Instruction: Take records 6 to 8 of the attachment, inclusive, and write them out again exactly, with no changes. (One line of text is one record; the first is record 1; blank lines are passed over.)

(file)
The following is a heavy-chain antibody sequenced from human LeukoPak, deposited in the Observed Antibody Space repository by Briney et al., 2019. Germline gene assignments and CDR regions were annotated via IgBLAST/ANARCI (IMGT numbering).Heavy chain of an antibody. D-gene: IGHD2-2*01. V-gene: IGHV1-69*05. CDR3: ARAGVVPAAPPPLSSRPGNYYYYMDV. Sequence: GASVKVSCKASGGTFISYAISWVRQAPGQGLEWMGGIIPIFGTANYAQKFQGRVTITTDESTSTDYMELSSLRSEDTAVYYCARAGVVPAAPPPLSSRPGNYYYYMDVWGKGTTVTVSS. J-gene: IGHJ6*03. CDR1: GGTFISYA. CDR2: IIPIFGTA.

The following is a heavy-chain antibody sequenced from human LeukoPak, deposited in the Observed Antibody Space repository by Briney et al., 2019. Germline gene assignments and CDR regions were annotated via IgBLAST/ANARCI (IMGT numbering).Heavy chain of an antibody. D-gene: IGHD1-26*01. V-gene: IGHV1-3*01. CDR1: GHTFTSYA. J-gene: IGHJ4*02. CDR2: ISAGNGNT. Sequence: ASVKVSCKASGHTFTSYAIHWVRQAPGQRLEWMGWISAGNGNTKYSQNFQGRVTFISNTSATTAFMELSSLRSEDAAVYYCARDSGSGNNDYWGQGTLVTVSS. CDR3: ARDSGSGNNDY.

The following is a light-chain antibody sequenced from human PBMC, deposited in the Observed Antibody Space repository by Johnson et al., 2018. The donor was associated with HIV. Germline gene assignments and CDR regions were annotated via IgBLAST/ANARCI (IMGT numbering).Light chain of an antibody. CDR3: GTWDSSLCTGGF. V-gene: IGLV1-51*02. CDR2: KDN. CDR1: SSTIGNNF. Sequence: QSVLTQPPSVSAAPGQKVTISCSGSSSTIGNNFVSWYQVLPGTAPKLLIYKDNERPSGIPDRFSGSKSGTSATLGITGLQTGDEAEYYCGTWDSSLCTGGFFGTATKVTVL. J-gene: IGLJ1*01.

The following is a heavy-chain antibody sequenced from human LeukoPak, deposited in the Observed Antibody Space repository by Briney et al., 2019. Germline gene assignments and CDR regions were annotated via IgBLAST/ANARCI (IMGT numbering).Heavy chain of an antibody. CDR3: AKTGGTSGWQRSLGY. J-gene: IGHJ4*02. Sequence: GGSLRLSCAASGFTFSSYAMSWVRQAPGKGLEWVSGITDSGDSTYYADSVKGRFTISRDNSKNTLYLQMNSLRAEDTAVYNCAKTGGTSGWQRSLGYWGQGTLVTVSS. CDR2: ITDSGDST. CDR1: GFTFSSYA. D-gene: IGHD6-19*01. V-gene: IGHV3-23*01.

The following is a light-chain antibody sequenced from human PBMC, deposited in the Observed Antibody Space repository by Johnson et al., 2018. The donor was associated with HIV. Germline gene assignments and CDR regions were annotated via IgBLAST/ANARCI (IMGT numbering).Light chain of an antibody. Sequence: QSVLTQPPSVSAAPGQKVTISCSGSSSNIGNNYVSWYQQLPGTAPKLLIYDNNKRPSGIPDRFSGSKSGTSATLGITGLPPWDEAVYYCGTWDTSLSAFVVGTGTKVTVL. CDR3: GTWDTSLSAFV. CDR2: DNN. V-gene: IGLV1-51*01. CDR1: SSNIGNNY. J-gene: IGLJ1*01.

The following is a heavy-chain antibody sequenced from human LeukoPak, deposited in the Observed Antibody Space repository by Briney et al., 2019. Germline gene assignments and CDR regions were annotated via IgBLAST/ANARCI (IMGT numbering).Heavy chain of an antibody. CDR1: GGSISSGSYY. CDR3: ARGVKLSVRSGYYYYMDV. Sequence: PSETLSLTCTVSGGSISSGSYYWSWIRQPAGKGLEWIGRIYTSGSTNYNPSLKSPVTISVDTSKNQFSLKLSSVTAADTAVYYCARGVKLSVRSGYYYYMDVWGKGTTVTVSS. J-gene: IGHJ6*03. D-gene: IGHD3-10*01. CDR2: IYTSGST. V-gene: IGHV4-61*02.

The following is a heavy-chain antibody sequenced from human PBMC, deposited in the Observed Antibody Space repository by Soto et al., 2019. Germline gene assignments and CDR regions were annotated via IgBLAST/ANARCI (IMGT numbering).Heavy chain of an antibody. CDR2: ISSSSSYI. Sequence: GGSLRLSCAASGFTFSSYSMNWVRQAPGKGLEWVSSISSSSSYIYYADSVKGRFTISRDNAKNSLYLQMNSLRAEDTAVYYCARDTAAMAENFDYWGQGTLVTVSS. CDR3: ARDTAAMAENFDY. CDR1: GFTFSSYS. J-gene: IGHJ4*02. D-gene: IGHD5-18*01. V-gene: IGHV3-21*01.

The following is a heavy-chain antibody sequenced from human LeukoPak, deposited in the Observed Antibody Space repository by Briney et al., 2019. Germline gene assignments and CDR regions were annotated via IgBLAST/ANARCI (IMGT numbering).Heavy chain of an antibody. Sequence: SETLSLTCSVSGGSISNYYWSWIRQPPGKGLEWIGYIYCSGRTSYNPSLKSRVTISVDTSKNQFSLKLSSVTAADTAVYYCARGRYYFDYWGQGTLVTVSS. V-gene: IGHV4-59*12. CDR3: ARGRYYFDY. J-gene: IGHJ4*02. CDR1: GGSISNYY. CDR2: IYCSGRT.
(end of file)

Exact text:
The following is a heavy-chain antibody sequenced from human LeukoPak, deposited in the Observed Antibody Space repository by Briney et al., 2019. Germline gene assignments and CDR regions were annotated via IgBLAST/ANARCI (IMGT numbering).Heavy chain of an antibody. CDR1: GGSISSGSYY. CDR3: ARGVKLSVRSGYYYYMDV. Sequence: PSETLSLTCTVSGGSISSGSYYWSWIRQPAGKGLEWIGRIYTSGSTNYNPSLKSPVTISVDTSKNQFSLKLSSVTAADTAVYYCARGVKLSVRSGYYYYMDVWGKGTTVTVSS. J-gene: IGHJ6*03. D-gene: IGHD3-10*01. CDR2: IYTSGST. V-gene: IGHV4-61*02.

The following is a heavy-chain antibody sequenced from human PBMC, deposited in the Observed Antibody Space repository by Soto et al., 2019. Germline gene assignments and CDR regions were annotated via IgBLAST/ANARCI (IMGT numbering).Heavy chain of an antibody. CDR2: ISSSSSYI. Sequence: GGSLRLSCAASGFTFSSYSMNWVRQAPGKGLEWVSSISSSSSYIYYADSVKGRFTISRDNAKNSLYLQMNSLRAEDTAVYYCARDTAAMAENFDYWGQGTLVTVSS. CDR3: ARDTAAMAENFDY. CDR1: GFTFSSYS. J-gene: IGHJ4*02. D-gene: IGHD5-18*01. V-gene: IGHV3-21*01.

The following is a heavy-chain antibody sequenced from human LeukoPak, deposited in the Observed Antibody Space repository by Briney et al., 2019. Germline gene assignments and CDR regions were annotated via IgBLAST/ANARCI (IMGT numbering).Heavy chain of an antibody. Sequence: SETLSLTCSVSGGSISNYYWSWIRQPPGKGLEWIGYIYCSGRTSYNPSLKSRVTISVDTSKNQFSLKLSSVTAADTAVYYCARGRYYFDYWGQGTLVTVSS. V-gene: IGHV4-59*12. CDR3: ARGRYYFDY. J-gene: IGHJ4*02. CDR1: GGSISNYY. CDR2: IYCSGRT.